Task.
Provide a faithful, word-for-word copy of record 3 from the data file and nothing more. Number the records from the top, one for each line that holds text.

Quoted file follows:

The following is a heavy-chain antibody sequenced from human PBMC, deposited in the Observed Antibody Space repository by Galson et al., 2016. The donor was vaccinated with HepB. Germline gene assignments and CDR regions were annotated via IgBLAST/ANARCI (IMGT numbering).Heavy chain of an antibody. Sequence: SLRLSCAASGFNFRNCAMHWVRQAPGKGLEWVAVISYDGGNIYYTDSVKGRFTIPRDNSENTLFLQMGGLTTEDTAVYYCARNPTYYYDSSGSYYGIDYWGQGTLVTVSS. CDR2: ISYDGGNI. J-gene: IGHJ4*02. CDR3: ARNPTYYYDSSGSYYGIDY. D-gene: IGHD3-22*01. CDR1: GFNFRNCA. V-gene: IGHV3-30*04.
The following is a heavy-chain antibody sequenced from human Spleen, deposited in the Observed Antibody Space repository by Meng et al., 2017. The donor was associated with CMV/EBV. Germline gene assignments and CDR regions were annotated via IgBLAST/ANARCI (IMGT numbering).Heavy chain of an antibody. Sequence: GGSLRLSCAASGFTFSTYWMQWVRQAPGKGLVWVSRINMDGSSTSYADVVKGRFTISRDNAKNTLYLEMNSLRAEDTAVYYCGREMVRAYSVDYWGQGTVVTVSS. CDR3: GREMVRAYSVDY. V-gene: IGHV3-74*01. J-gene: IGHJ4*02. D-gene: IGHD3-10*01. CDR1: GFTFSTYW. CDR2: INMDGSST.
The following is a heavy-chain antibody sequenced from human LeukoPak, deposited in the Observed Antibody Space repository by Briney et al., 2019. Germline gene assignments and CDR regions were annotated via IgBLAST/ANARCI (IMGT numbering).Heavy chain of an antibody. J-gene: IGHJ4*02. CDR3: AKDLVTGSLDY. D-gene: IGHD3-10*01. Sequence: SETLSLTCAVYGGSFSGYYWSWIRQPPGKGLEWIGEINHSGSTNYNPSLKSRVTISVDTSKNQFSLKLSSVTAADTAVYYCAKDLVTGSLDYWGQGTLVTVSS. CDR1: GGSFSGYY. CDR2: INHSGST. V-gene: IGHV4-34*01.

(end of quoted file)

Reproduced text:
The following is a heavy-chain antibody sequenced from human LeukoPak, deposited in the Observed Antibody Space repository by Briney et al., 2019. Germline gene assignments and CDR regions were annotated via IgBLAST/ANARCI (IMGT numbering).Heavy chain of an antibody. J-gene: IGHJ4*02. CDR3: AKDLVTGSLDY. D-gene: IGHD3-10*01. Sequence: SETLSLTCAVYGGSFSGYYWSWIRQPPGKGLEWIGEINHSGSTNYNPSLKSRVTISVDTSKNQFSLKLSSVTAADTAVYYCAKDLVTGSLDYWGQGTLVTVSS. CDR1: GGSFSGYY. CDR2: INHSGST. V-gene: IGHV4-34*01.